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Mai Duong: The Familiar Face of Cellular Therapy

The face of cellular therapy in Quebec is without a doubt Mai Duong. The images from 2014 of a sick and fragile woman with leukemia sitting on her hospital bed and desperately waiting for a compatible donor touched the hearts of people in Quebec and beyond. Her poignant story caught the media’s attention and, in the middle of her ordeal, Mai found the strength to talk about her cause and give interviews to the media. Today, it is no exaggeration to say that her battle with leukemia has made the public more aware of cellular therapy and the importance of stem cell donations. And her involvement in the cause is still a priority for her.
Now that she has recovered, Mai feels great appreciation to everyone who provided invaluable support to her during a time when she was so vulnerable.


When cancer strikes

Mai was blindsided with cancer in 2013. Already the mom to a little girl, Alice, Mai was pregnant at the time and didn’t have any worries about her health. “I had a cold that wouldn’t go away. But sometimes pregnancy makes your immune system a bit weak.” Her doctor, however, was worried. A series of tests confirmed that Mai had leukemia.
“When I found out I had cancer, everything happened so quickly. I had to interrupt my pregnancy and undergo treatment in the space of a few days.” She received a series of conventional treatments as an inpatient and then for six months as an outpatient. The outcome for this young advertising professional was remission.

This gave her hope of returning to a normal life. “Between my remission and recurrence ten months later, I didn’t have any symptoms.”

When her cancer came back, it was like a shockwave. “The recurrence of my disease was even harder to manage than the first episode. The first time around, you don't know what’s waiting for you.” Here, Mai referred to how hard her treatments were, because the only way to kill the cancer was to kill her immune system, which forced her to live in isolation indefinitely. “When you’re put in isolation, you don’t know for how long or when you’ll get your family or your life back.”

Fortunately, Mai received first-rate care at Hôpital Maisonneuve-Rosemont from staff who are not only highly skilled professionals but also very caring and supportive. Mai knew that a stem cell transplant was the only thing that could save her. But finding a donor was a major obstacle. “The first choice and the one most likely to work was a donation from a family member. After my cancer came back, I found out that my doctors had already tested my brother and, unfortunately, he wasn’t a compatible match.”


The search for a compatible donor

Once this first option was ruled out, Mai’s doctors started looking for a compatible donor outside the family. Mai, who is of Vietnamese heritage, faced a great challenge, as “the chances of finding a compatible donor in my community were very small and, in the end, we didn't find one.” This unfruitful search came after an intensive campaign that included a Facebook page that Mai created with some of her advertising friends to get help from the public. Many people, particularly members of the Vietnamese community, responded to the appeal. In the end, a compatible donor wasn’t found for Mai, whose condition was deteriorating. In fall 2014, something had to be done to save her life.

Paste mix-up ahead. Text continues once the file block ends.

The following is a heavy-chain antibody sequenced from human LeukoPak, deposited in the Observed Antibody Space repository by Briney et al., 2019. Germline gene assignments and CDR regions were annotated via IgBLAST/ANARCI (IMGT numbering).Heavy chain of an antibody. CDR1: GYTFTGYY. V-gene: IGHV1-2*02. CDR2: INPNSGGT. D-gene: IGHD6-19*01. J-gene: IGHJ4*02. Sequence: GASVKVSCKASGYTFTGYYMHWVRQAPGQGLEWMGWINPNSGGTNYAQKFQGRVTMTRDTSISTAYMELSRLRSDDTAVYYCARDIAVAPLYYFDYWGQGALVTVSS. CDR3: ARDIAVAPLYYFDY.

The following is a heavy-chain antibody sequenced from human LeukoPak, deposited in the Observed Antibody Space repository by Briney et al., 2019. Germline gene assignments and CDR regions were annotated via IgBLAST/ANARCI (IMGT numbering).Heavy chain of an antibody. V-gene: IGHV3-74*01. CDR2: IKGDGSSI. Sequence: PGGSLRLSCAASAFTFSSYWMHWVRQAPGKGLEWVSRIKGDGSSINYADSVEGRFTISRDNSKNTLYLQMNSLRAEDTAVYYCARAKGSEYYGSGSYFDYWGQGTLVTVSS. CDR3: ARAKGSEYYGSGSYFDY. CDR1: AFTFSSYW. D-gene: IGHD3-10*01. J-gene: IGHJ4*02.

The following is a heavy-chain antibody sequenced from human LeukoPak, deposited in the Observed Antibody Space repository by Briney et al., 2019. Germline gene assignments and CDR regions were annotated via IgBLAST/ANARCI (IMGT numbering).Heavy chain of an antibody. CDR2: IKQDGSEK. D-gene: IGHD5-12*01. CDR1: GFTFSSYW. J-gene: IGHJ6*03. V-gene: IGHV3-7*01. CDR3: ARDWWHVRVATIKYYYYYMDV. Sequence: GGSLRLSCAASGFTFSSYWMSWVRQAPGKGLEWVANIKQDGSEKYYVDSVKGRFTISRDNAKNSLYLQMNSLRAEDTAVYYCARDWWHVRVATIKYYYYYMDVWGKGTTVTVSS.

“We had to resort to the third and last option of a stem cell transplant with umbilical cord blood.”


A cutting-edge technique

This state-of-the-art technique has brought a lot of hope to patients but is not a guarantee. “Cord blood only has a small number of stem cells, and the risk of rejection is high. On the other hand, blood cord cells are also naïve, which means they have the potential to be better accepted by the host. This technique was a good option for me despite the small number of cells because I’m not very tall.”

The procedure was indeed a success. “I had some complications, such as pneumonia and intestinal and skin problems. I was even hospitalized briefly. But overall my side effects were well controlled and relatively limited. And I recovered more quickly than my doctors thought I would. Normally, the recovery period is from six to eight weeks, but I was discharged after four.” However, Mai did have to be careful for a long time to avoid infections.

Although today she is completely healthy and has no traces of cancer in her blood, this young mom knows that the disease could always recur. “The first two years are crucial, as this is when the disease generally comes back. You’re considered to be in full remission from leukemia after five years, but the first two are key. So I have a few more months to go...”

She has spent these anxious months living a full and active life, and she is deeply involved in raising awareness about cellular therapy research. For example, she’s on a patient-doctor team for the “Roulons pour la thérapie cellulaire” bike challenge, which will be held on September 10 near Mont Orford. “I think that patients need to get involved and that the patient-doctor partnership is very important.”


  • 17/06/2016

 

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